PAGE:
Washington The nation’s employers, including some of its largest and most sturdy, announced plans Monday to slash more than 55,000 jobs, a staggering one-day toll that highlighted how quickly layoffs are accelerating and how widely misery is spreading throughout the labor market.
The cuts extended to companies that were once considered bright spots in the U.S. economy. Construction equipment maker Caterpillar, whose business last year was bolstered by strong exports, said it would cut 20,000 jobs. Pfizer, one of the giants of a health-care sector that had until recently seemed immune from the downturn, said it would cut 8,000.
In all, 22 of the 30 companies that are part of the Dow Jones industrial average have announced job cuts since the economy took a nosedive in October. Analysts say they’ve been surprised by just how quickly those cuts have added up. The number of people receiving unemployment insurance benefits now stands at 4.6 million, the highest level since 1982.
“These are not just numbers on a page,” President Obama told reporters at the White House Monday, as he urged Congress to pass his economic stimulus package. “These are working men and women whose lives have been disrupted. We owe it to each of them, and to every single American, to act with a sense of urgency and common purpose.”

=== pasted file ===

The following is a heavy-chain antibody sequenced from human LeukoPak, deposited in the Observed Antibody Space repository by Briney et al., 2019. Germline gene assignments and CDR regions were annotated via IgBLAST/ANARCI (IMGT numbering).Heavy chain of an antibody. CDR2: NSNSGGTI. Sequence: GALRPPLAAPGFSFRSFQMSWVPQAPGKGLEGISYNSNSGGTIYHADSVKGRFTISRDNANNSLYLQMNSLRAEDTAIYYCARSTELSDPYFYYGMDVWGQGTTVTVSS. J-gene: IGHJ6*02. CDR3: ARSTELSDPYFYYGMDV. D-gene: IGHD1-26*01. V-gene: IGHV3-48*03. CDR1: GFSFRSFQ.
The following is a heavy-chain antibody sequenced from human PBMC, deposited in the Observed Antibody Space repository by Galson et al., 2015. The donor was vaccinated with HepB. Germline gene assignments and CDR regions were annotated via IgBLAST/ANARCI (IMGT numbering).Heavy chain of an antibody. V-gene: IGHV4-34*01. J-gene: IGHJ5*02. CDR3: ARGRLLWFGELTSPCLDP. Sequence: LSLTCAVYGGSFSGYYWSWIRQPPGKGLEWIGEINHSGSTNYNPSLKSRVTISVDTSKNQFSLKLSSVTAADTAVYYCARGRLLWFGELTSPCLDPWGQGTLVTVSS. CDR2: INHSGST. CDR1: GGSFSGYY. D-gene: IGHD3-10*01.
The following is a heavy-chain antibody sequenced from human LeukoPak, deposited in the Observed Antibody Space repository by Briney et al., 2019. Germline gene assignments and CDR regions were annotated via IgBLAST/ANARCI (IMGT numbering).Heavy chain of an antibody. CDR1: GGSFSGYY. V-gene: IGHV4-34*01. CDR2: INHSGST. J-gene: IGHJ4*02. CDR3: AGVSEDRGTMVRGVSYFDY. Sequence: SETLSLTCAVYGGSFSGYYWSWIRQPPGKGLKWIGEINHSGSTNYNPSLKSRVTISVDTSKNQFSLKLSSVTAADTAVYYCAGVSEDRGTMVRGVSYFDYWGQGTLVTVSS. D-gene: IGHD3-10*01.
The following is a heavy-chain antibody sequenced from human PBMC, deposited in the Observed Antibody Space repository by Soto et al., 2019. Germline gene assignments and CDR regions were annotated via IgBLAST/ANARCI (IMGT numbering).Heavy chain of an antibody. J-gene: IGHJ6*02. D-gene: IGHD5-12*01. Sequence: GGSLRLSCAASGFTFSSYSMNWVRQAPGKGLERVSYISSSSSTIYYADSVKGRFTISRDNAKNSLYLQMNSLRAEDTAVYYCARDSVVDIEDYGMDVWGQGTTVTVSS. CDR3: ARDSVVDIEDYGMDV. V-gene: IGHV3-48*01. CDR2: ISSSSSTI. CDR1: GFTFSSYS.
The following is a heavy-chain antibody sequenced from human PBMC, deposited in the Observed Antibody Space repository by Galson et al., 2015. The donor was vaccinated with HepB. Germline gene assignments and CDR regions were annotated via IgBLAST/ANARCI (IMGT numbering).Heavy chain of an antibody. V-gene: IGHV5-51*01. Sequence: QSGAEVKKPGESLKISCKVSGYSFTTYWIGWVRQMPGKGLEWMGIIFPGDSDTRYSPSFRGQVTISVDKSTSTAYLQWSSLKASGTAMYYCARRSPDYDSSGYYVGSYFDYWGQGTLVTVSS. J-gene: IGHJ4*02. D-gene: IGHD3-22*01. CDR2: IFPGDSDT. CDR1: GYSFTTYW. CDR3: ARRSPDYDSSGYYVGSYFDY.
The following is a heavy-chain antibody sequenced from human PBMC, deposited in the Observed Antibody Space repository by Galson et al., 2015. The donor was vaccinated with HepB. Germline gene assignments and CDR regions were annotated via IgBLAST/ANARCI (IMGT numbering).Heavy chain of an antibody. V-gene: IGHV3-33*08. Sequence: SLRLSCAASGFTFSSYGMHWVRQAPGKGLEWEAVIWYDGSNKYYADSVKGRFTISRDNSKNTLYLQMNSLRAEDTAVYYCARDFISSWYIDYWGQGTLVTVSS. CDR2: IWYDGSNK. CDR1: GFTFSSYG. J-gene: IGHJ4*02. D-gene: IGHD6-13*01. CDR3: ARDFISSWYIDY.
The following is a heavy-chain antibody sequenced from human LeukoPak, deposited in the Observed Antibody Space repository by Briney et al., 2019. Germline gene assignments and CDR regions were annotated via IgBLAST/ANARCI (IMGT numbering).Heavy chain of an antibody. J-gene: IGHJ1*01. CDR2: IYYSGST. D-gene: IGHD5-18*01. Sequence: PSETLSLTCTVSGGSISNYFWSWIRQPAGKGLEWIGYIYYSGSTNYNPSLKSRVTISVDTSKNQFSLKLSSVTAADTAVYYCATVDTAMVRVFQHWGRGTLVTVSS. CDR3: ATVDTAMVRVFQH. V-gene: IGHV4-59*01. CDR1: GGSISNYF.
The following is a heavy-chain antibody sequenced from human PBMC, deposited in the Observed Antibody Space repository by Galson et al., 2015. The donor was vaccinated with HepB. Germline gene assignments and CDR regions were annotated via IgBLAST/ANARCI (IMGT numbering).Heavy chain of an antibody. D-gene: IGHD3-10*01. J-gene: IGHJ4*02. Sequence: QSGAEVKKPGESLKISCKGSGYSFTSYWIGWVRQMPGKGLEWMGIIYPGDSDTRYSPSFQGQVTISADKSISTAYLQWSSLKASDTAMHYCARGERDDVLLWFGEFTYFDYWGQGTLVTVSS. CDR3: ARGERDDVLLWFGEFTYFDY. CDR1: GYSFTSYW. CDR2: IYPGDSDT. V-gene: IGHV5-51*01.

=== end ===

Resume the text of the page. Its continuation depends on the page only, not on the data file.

The unemployment rate, at 7.2 percent nationwide as of December, has already reached 10 percent in some states, including Michigan and Rhode Island, the hardest hit. The nation has experienced the steepest rise in unemployment since the recession of the early 1980s, a recent analysis by the Economic Policy Institute found.
The job cuts announced Monday “are the predictable consequence of a quickly unraveling economy affecting all sectors and segments of the work force,” said Lawrence Mishel, the president of EPI. “Unfortunately, the rise in unemployment we’ve already had may only be halfway to where we’re heading.”
Construction firms, banks and automakers have been eliminating jobs for more than a year. But now positions are being cut across the economy. Those cuts signal that even financially strong companies are bracing for what they think will be a prolonged economic downturn.
Companies announcing job cuts Monday included Sprint Nextel, the wireless provider, which cut 8,000; Home Depot, which cut 7,000; General Motors, which laid off 2,000; and Texas Instruments, which cut 3,400.
Caterpillar, viewed as a stalwart of American industry, cut more jobs than any other company Monday. It said the economy has slowed so much in China and other once fast-growing nations that there have been fewer buyers for the company’s bulldozers, graders and other heavy equipment.
At Pfizer, the announcement of job cuts came after the firm said it would acquire Wyeth. While job cuts are typical after mergers, the recession played a role as well, analysts said. Drugmakers are facing increased regulation and competition from cheaper generics. Prescription drug spending in 2007 fell to its lowest growth rate in more than 30 years.